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The oldest known virus is known to have infected prehistoric insects 300 million years ago. A virus is basically a parasitic strand if DNA or RNA encapsulated in a protein coat. It enters cells by "wearing" a protein coat made out of proteins needed by a certain cell (e.g. Lung cells and flu virus).

Now, my question:

  • Do we know how viruses naturally formed? To simplify the question, if we went back to the first virus, how would it form?

Note that I am looking for a scientific answer, and not wild-ass speculation. While I can accept some degree of speculation the accepted answer will NOT be based entirely on speculation if it is avoidable.

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    $\begingroup$ And most likely the first viruses would be much older than the 300 million year old you mention, and probably infected bacteria or whatever was floating around back then. I suppose even an RNA world could have virus like parasites that manage to hijack some replication machinery, but now I'm getting into the speculation you didn't want. $\endgroup$ – user137 Mar 23 '15 at 16:17
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    $\begingroup$ After further research I came upon this question which seems closely related.....do you think mine is a duplicate? $\endgroup$ – JDSweetBeat Mar 23 '15 at 18:08
  • $\begingroup$ I'm not sure any of the answers will be proven. You're talking about an age we simply do not know much about. 300 million years ago is a very long time to be sure about such things. $\endgroup$ – Mast Mar 23 '15 at 21:02
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One of the main points of contention in the study of virus evolution is whether or not they appear before the last universal cellular ancestor (LUCA) or afterwards (commonly accepted: genes that "escaped" from host organisms aka the escape hypothesis or vagrancy hypothesis). Basically though, the LUCA is the most recent ancestor that all organisms living on Earth are derived from.

Increasing evidence support that ancestry of viruses may predate the LUCA, for example an idea is that there "was an 'ancient virus world' of primordial replicators that existed before any cellular organisms and that both RNA (first) and DNA (later) viruses originated at this time, donating some features to the first cellular organisms. However, "a competing theory is that RNA cells existed before the LUCA and that RNA viruses were parasites on these RNA cells that later evolved DNA as a way of escaping host cell responses."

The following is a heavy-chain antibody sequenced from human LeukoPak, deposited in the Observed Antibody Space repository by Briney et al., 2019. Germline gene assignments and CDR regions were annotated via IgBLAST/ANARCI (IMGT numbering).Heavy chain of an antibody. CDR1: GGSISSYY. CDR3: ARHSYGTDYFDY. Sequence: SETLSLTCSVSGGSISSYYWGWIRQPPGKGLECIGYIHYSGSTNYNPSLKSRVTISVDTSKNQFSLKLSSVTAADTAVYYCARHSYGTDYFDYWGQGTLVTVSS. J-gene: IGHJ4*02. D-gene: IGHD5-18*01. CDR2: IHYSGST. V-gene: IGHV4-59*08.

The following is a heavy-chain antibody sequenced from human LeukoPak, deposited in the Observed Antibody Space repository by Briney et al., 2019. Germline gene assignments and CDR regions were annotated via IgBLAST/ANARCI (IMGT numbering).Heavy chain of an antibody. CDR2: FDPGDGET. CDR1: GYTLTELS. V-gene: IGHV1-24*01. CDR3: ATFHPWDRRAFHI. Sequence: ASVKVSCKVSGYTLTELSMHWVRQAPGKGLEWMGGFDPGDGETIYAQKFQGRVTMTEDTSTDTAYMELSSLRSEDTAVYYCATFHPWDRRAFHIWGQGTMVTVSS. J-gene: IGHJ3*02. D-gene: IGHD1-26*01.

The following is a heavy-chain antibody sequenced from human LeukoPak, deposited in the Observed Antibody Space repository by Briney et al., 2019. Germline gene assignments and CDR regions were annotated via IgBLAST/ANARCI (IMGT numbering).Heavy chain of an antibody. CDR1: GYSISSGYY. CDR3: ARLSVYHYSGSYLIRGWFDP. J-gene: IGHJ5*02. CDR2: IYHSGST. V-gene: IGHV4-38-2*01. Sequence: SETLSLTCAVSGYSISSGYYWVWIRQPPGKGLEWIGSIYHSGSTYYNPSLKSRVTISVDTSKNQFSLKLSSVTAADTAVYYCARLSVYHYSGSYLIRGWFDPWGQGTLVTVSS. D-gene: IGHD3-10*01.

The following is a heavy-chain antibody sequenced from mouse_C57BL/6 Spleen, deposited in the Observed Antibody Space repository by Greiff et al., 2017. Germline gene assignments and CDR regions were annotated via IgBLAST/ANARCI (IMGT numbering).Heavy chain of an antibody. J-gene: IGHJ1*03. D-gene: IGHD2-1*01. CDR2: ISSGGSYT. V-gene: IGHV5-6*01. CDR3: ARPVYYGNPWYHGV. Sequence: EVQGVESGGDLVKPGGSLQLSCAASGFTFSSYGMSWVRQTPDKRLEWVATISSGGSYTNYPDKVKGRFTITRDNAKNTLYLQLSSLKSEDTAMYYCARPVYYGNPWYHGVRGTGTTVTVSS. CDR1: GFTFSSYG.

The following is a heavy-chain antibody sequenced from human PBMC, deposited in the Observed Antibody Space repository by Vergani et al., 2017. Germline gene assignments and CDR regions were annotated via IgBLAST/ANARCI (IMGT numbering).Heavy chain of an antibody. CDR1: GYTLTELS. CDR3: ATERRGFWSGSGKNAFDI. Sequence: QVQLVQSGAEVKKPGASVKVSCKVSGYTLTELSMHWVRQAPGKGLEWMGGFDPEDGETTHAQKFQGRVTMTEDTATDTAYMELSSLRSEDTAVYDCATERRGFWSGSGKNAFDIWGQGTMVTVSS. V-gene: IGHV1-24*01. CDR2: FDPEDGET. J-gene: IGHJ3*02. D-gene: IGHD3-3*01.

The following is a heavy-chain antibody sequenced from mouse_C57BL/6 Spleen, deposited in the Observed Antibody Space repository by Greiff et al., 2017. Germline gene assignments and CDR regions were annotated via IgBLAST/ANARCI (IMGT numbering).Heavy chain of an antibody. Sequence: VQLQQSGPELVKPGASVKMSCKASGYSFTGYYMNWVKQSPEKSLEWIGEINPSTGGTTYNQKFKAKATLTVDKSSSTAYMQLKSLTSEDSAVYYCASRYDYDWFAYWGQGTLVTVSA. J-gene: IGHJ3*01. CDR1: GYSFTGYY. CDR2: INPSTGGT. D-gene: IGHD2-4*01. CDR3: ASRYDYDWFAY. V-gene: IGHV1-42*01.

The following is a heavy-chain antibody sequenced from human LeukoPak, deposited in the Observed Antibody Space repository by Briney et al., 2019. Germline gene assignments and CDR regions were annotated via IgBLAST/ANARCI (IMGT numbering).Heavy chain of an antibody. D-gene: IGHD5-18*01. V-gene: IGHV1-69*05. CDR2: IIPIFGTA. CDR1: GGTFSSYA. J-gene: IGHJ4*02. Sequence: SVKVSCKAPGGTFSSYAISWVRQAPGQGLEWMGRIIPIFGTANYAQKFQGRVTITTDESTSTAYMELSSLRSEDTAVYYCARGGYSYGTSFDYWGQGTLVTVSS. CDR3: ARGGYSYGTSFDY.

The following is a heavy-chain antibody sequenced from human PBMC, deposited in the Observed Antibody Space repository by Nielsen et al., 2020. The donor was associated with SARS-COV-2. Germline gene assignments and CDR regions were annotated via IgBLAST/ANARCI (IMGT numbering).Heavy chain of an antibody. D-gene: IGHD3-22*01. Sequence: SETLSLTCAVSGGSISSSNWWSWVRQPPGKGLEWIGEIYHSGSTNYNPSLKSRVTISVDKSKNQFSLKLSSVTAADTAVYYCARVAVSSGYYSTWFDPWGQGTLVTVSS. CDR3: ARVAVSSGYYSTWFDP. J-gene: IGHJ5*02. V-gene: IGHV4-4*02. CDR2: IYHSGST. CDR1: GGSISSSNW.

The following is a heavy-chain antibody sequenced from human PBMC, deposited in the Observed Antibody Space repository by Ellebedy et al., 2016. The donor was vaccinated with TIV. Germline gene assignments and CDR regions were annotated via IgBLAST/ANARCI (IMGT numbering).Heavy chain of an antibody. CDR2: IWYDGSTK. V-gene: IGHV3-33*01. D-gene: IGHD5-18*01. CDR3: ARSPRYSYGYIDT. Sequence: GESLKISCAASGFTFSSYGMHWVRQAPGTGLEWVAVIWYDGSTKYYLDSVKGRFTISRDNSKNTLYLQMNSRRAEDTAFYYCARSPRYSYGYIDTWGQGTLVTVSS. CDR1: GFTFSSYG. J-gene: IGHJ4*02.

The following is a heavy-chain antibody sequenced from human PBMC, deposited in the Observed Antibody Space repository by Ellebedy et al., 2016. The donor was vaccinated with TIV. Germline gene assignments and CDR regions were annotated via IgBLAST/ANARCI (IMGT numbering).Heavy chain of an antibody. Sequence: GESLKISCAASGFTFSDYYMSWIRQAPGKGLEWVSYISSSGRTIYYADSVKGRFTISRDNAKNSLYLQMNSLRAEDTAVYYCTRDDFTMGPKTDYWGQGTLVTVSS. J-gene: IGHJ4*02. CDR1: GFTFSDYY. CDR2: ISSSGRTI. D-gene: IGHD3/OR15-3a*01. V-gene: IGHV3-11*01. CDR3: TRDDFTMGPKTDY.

So basically, some theories support the pre-LUCA ancient virus origin and some support post-LUCA. Because it's impossible to replicate conditions from billions of years ago, several approaches using evolutionary genetics and probability models are recommended by the author of the paper, referenced below. He also discusses the specific supporting criteria for the theories that you can read in greater detail.

Holmes, E. C. (2011). "What does virus evolution tell us about virus origins?" J Virol 85(11): 5247-5251.

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  • $\begingroup$ Also good to keep in mind that viruses are not a monophyletic group but have multiple origins. Some viral clades like Caudovirales probably predate the divergence of the cellular domains whereas e.g mimiviridae have much later (but still quite ancient origins). Also, neither of these groups is in any way related to e.g. ssDNA viruses $\endgroup$ – 5heikki Mar 23 '15 at 23:08
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Great question. There are several hypotheses, but in reality no one really "knows" because this is incredibly difficult to prove. We may never know for certain.

Anyway, on to the three main hypotheses, I got this from http://en.wikipedia.org/wiki/Viral_evolution, I think you'll find it to be helpful.

"There are three classical hypotheses on the origins of viruses: Viruses may have once been small cells that parasitized larger cells (the degeneracy hypothesis or reduction hypothesis); some viruses may have evolved from bits of DNA or RNA that "escaped" from the genes of a larger organism (the vagrancy hypothesis or escape hypothesis); or viruses could have evolved from complex molecules of protein and nucleic acid at the same time as cells first appeared on earth (the virus-first hypothesis)."

However, as you may have guessed, there are plenty of questions that these theories do not answer. The next paragraph:

"None of these hypotheses was fully accepted: the regressive hypothesis did not explain why even the smallest of cellular parasites do not resemble viruses in any way. The escape hypothesis did not explain the complex capsids and other structures on virus particles. The virus-first hypothesis was quickly dismissed because it contravened the definition of viruses, in that they require host cells. Virologists are, however, beginning to reconsider and re-evaluate all three hypotheses."

There is a little more information on the Wikipedia page, I would recommend that you read that and do a little research on the different theories if you would like to know more.

I hope this helps,

CDB

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